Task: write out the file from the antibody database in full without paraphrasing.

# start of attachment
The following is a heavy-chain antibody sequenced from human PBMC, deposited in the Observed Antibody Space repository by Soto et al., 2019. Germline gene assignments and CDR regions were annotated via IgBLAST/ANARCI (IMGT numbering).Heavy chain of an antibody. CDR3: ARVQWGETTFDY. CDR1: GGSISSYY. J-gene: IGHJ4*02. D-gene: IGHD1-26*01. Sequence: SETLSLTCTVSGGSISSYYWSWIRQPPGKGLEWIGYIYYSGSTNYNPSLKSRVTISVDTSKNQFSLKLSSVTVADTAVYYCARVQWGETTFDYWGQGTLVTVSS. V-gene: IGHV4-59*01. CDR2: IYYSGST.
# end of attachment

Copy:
The following is a heavy-chain antibody sequenced from human PBMC, deposited in the Observed Antibody Space repository by Soto et al., 2019. Germline gene assignments and CDR regions were annotated via IgBLAST/ANARCI (IMGT numbering).Heavy chain of an antibody. CDR3: ARVQWGETTFDY. CDR1: GGSISSYY. J-gene: IGHJ4*02. D-gene: IGHD1-26*01. Sequence: SETLSLTCTVSGGSISSYYWSWIRQPPGKGLEWIGYIYYSGSTNYNPSLKSRVTISVDTSKNQFSLKLSSVTVADTAVYYCARVQWGETTFDYWGQGTLVTVSS. V-gene: IGHV4-59*01. CDR2: IYYSGST.